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I was looking for a good StackExchange site to deliver this question. I feel like it could be a fit here.

I'm looking for an answer on what is considered the most effective means of information retention in a meeting.

For example, let's say I have 3 points of topic to cover in a meeting, all of varying degrees of importance.

Is it best to deliver the strongest point first or last in order to maximize information retention and efficiency in the audience?

Does it change if it is phone based vs. face-to-face?

My initial thought would be last*, but I figured studies may have been done on this before.

  • What's with the down vote? If this question can be improved, please leave feedback. – crush Jun 3 '14 at 12:45
  • Meetings are just plain bad at information delivery. Conflict resolution sure, but information delivery almost never works. – Andrew Clear Jun 10 '14 at 19:09
  • it's more effective to use documents instead of meetings, see yegor256.com/2015/07/13/meetings-are-legalized-robbery.html – yegor256 Jul 14 '15 at 22:53
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While this is not a PM question per se, but very interesting topic. There have been studies on Serial Position Effect. Primacy and recency biases seem to be linked to long and short term memories. Here's one study I just found: http://www.simplypsychology.org/primacy-recency.html

So, the question might be answered based on when you think the information will be recalled. Primacy seems to be linked to long term while recency for short term.

Hope this helps.

  • That is an interesting study. I've been having problems finding anything on Google corresponding to the study, but you've given me some fine terminology now to research. While the study you linked references studies on reciting words, I'm curious if the same pattern holds true for meetings. Where I work the Project Managers facilitate our department meetings, thus I thought it might be a good fit for this site. Although I'm not a Project Manager myself, I do conduct meetings with other developers from time to time and wish to be as effective as possible. Thanks! – crush Jun 2 '14 at 19:32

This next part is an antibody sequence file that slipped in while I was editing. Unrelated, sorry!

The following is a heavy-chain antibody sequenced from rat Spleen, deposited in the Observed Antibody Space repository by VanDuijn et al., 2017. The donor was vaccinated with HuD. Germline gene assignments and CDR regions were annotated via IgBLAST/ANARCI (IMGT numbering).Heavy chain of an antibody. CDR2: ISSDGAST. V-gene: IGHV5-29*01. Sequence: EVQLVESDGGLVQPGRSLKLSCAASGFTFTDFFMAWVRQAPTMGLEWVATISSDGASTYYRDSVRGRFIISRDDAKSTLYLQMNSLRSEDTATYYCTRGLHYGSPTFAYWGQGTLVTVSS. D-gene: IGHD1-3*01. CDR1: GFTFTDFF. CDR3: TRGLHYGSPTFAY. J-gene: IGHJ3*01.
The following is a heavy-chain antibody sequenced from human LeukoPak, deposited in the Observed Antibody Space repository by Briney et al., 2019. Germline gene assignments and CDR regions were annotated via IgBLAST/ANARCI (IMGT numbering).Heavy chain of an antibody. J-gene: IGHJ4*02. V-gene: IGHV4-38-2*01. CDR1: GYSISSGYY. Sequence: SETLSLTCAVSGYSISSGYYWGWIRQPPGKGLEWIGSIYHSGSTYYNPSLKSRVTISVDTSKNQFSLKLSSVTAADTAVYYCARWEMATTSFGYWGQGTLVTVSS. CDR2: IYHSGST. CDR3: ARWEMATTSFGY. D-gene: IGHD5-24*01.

• This was just one study. There are others designed differently that found similar results. Look for topics on cognitive biases, as well. Tversky and Kahneman are two authors that have a lot on the subject. – David Espina Jun 2 '14 at 21:22
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In your situation, my experience is that the two points of lesser importance should lead up to the third point. This emphasizes the importance of point #3 and shows why the three points are being presented together. Presenting this way helps your audience understand why you think point #3 is of the highest importance. Remember, you are trying to get them to think of the three points as you do.

This would be the case whether the meeting is in-person or via phone conference.

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Consider focusing on only one point and reinforce it throughout the meeting by presenting it in different ways. People tend to be distracted in meetings, even more so in phone meetings, and rarely give their "full" attention to something.

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